CA and instead of in 10 years. I will see you on the next show. I hope your set up a fantastic day. Talk to you soon. Morning, everybody. How you doing today in this episode of the show. I wanted to talk to you about the Facebook 10-year challenge. The reason why I wanted to discuss this issue a little more and after that it's popped up in normal conversation.

And I mean that quite literally I'm very much in or out and about around town. I'm hearing it pop up people are discussing it. It's coming across in mainstream articles. It's not something else just Niche because obviously it's a big social media phenomenon right now, but the flip side of you know, is this something more Sinister is actually a talking point and I think this is a wonderful wonderful thing.

Let's get a couple things out of the gate real quick. What is this challenge basically real simple one side of your photo that you post as you and 2009 the other is this year in 2019. The idea is to show the difference or ideally the lack of difference between the two photos now the undercurrent know so people around the undercurrent If that maybe if this is a dataset, it's being collected for something a little more Sinister around helping computers identify how people age now, it seems like the Genesis of this idea started with a simple tweet from a Kate O'Neill.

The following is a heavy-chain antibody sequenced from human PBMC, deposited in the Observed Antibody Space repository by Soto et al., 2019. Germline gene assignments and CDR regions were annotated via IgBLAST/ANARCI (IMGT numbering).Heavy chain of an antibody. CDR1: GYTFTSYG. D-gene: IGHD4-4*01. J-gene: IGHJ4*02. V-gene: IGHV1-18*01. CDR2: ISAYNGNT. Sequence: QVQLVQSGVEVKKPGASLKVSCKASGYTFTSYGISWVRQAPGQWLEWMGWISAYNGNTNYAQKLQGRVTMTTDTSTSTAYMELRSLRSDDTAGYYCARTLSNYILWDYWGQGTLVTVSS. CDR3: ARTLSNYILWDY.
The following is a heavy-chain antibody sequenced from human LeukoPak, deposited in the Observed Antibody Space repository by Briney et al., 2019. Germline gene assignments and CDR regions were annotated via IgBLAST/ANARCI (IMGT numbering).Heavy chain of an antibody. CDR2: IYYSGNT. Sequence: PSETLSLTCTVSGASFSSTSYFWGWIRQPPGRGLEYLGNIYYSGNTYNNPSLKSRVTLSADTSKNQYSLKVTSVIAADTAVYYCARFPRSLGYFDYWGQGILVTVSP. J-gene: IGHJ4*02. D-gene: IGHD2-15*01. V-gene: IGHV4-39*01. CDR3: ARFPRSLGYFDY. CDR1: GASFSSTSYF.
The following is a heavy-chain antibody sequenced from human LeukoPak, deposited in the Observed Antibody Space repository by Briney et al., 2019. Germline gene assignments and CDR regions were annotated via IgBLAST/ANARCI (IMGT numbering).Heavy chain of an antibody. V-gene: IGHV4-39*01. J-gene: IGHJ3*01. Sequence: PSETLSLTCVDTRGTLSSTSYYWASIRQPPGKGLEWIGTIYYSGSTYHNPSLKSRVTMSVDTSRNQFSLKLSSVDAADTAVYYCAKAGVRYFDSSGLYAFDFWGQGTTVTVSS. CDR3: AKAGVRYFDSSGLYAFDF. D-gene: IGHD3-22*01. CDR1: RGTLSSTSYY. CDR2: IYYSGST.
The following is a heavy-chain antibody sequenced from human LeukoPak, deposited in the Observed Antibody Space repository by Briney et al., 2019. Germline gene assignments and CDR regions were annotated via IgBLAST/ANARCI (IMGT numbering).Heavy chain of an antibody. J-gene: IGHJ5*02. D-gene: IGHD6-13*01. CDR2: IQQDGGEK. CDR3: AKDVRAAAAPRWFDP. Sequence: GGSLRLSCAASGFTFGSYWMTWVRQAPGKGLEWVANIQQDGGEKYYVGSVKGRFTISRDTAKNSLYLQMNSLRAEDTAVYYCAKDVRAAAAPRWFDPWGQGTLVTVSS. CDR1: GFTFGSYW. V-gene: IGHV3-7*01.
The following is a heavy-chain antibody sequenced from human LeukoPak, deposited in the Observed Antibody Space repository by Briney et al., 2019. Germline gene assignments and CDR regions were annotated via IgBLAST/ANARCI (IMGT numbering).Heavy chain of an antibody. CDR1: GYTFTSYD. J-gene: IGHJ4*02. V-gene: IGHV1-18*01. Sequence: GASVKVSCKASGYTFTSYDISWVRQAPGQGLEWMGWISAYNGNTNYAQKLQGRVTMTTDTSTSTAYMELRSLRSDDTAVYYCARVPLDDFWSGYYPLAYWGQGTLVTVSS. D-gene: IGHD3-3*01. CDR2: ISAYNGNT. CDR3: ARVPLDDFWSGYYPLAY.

She's an entrepreneur fantastic speaker. And it sometimes contributor for Wired Magazine. Was it Off the Cuffs or sarcastic sweet and it was 2009 capeside would be all over this 2019 is asking you is this really just an idea to get a tagged data set. Now the question I was asked a few times this week was why is this important aren't computers really good at facial recognition.

The answer is yes. They are very good at facial recognition where we're moving to now in the state of computer science is identifying whose face that is and how that face changes in situations and over time. So, who's that who's face that is very simple you need to identify it against another data sources of her social media is where things like Facebook are really Really good at writes really strong point for them because they know this is Mark's profile in your pictures that Marcus said our of himself.

So, you know for those that aren't familiar actually just struck me as I as in order to monitor here, I have facial recognition technology has been deployed widespread for a very very long time. I'm in it's not always bad. This camera is actually automatically detecting my face to maintain autofocus right to unlock my iPad my phone with my face as well.